For critics and audiences alike, the star of this Tina Turner bio-musical, Adrienne Warren, is the real showstopper. How do you choose a high point when she’s in almost every number? It’s tough, but aficionados really love “River Deep, Mountain High,” set in a recording studio during a landmark moment of independence for Tina: singing without her abusive first husband, Ike, who’s sent out of the room because his accompaniment is no longer needed.

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“Masquerade,” The Phantom of the Opera

Even 35 years into its record-breaking run, Phantom remains one of Broadway’s most thrillingly designed spectacles. The second-act opener is the show at its most dazzling, a party scene set on a grand, ornate staircase with the full cast dancing in elaborate, flamboyant costumes, culminating in the appearance of the Phantom himself trying on a chilling new mask for the evening.

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Rachel Tucker and the Company of <i>Come From Away</i>. Photo by Matthew Murphy.
Rachel Tucker and the Company of Come From Away. Photo by Matthew Murphy.

“Me and the Sky,” Come From Away

Audiences who caught the filmed version of this musical on Apple TV+ will be inspired to revisit the distinctly collaborative ensemble staging that defines the show. But the undeniable showstopper of the night is a soaring solo moment, “Me and the Sky,” in which a pilot recounts achieving her dream — a dream that is suddenly shadowed by the horror of 9/11.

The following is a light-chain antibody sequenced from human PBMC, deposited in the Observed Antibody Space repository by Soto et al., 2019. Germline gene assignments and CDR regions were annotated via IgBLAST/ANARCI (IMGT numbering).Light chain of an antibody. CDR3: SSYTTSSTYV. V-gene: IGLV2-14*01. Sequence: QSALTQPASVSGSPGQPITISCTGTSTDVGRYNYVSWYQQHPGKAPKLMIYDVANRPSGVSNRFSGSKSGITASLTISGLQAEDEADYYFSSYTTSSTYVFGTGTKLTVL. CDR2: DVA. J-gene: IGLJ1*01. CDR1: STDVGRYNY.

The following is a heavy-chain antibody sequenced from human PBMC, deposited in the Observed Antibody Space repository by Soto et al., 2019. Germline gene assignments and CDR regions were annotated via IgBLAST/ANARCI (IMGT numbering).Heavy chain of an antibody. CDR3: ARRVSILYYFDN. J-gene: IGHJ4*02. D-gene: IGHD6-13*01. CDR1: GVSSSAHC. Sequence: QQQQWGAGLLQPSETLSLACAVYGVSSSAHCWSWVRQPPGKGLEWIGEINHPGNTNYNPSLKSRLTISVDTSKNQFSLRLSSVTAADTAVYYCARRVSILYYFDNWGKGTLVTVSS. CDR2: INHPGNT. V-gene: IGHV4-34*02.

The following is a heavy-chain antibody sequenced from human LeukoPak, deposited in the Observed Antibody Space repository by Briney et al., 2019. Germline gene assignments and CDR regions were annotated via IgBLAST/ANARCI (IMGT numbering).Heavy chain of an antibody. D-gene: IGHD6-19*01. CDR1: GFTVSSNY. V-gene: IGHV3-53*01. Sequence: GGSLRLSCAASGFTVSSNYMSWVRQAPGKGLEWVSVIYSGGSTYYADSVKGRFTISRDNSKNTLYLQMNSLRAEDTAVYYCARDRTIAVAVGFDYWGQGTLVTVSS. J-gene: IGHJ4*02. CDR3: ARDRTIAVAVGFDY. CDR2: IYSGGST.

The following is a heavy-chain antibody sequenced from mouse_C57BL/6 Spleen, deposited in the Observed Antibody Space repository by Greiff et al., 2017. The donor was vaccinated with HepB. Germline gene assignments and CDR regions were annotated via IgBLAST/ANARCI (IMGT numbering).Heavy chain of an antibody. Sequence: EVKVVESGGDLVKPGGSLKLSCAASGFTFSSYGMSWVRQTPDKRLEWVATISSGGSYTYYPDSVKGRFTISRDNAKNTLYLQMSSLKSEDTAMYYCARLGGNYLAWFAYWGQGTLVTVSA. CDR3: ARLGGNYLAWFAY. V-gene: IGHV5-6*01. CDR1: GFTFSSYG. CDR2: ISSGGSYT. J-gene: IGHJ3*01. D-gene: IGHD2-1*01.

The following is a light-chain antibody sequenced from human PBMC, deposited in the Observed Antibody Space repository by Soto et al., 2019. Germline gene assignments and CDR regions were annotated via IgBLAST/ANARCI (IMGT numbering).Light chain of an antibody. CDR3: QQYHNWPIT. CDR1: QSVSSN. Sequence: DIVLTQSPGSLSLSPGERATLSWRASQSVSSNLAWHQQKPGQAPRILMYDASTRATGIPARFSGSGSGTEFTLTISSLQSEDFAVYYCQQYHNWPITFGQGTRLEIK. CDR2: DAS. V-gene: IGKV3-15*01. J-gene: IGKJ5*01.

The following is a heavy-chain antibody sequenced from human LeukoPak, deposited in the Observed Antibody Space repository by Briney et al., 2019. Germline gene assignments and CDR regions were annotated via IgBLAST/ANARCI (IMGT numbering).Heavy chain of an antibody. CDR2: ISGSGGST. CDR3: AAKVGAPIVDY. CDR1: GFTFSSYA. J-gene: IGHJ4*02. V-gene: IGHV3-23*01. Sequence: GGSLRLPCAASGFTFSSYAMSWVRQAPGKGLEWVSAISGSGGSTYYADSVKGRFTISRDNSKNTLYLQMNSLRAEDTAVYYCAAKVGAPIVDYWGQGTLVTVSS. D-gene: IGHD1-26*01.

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“Wait for Me,” Hadestown

Orpheus makes a difficult descent into Hades in this mythology-inspired show’s transportive number. Intricately choreographed swinging lights, an unexpected stage expansion, and a haunting chorus make for an atmospheric high point in the 2019 Tony winner.

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“She Used to Be Mine,” Waitress

More of a ballad than many of the showstoppers on this list, “She Used to Be Mine” is nonetheless the clear favorite for Waitress fans thanks to its wistful depiction of vulnerability, imperfection, and unfulfilled dreams. The chance to see songwriter Sara Bareilles herself perform the song in her limited engagement in the reopened production makes it even more of a must-see.